The past twelve months have seen a lot of hidden changes in my life. I stopped serving in youth ministry, and joined the stage crew. I wrote — and discarded — fifty thousand words of my first novel, and built a lot of connections with writerly types in my community. My technical career unfolded into mostly management with no change of title or position. It hasn’t been specifically good, or bad, just different.
And I realized, while cleaning up my Facebook timeline, that the start of this cycle was the death of a young man I knew from church, and whom I considered a friend. Even today, I find myself wondering if his life would have ended differently if I as a leader had been more engaged, better engaged, in his life during my years of influence. In the end, his life choices were his own, but still.
By way of retaining the vital memory of this man, I post here a poem I composed the afternoon of his funeral. It’s not terribly good, but it’s honest, and in that way it reflects the subject better than Homeric verse could do.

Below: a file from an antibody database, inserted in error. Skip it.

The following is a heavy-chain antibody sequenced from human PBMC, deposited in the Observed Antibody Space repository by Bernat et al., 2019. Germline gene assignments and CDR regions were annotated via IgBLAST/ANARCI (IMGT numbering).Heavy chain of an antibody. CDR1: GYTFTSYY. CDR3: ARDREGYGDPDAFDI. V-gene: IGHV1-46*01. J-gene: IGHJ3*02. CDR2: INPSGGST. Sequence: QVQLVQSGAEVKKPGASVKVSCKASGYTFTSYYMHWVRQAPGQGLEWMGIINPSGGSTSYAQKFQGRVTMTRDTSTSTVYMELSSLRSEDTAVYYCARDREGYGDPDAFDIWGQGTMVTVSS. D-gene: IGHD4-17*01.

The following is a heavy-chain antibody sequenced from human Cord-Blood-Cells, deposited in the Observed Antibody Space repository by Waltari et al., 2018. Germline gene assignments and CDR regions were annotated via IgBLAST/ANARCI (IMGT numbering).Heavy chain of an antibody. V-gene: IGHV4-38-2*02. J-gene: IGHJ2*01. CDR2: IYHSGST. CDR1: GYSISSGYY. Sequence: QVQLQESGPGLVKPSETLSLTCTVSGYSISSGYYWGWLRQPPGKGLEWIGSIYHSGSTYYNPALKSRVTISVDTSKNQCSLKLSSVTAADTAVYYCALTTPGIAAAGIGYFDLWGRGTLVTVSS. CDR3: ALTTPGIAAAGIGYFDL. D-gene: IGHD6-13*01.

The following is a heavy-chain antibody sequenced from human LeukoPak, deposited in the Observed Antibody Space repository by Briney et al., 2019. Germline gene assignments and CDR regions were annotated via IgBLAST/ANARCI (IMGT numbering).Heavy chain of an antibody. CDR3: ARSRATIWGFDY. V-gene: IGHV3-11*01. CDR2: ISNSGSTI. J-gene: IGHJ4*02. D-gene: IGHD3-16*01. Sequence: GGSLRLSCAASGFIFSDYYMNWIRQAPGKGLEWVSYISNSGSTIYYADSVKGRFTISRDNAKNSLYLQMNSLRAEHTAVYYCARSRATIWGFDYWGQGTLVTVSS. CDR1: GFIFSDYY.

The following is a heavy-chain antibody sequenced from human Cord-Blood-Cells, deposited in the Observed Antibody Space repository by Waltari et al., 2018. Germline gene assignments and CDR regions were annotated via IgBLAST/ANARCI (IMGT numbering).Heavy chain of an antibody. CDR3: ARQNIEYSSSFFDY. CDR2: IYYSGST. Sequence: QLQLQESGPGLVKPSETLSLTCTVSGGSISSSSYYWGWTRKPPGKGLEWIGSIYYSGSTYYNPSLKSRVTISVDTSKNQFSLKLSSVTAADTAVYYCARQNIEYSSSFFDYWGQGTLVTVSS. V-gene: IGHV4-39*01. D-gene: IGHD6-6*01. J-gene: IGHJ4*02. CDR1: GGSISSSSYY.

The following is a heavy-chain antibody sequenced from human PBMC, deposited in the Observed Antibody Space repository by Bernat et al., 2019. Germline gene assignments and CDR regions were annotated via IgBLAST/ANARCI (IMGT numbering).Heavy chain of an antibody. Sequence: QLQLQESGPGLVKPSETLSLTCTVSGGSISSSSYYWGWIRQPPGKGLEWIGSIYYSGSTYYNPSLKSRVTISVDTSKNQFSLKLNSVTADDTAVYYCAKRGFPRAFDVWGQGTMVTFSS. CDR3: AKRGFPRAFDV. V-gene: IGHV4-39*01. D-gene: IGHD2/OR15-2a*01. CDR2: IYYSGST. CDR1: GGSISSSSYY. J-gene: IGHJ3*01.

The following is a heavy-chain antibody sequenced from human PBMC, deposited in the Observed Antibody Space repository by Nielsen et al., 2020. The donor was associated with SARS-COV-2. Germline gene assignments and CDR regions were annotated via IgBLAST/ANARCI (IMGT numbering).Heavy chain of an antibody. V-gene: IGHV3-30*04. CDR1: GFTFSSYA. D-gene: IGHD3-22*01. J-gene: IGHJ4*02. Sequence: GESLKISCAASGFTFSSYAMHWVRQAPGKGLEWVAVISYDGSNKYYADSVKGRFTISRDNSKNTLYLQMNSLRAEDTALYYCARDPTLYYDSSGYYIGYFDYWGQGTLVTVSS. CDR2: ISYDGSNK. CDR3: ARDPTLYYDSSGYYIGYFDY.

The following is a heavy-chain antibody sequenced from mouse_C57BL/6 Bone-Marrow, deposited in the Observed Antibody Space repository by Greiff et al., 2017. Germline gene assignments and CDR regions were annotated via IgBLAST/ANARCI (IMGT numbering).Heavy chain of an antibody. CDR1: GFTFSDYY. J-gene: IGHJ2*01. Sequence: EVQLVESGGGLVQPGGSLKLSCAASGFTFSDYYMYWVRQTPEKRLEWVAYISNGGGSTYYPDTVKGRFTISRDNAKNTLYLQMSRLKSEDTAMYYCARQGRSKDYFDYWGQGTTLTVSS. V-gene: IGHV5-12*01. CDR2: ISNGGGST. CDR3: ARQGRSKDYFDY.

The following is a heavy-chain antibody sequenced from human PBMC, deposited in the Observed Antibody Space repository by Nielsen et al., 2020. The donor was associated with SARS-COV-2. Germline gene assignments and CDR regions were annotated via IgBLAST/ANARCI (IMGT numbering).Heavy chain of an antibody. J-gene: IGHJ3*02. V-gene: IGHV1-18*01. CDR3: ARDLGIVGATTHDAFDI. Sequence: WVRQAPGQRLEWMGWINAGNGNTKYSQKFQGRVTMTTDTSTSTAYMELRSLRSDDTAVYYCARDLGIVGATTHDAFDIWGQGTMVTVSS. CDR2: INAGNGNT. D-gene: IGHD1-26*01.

This post should be about the man who as a teen
in football, blocked my neck and took my voice away.
My lost falsetto scar is now a badge of pride
remembered every time my children criticize.
And I should talk about the one who burned a mix
CD for me because my tastes were too mundane,
and tell of how he loved the music trade instead
of how I listened on the road when I was sad.
I ought to mention how he somehow lodged his foot
beneath the pastor’s rolling tire, or what he said
to make us laugh, or how he always made me smile.
All true, but still my selfish heart says there is more.
For he is young, and I am not, and he is gone,
And I am not. He leaves me crying out “Unfair!”
In selfishness I skip the thing I ought to do,
And weep for me instead, and wish I wept for you.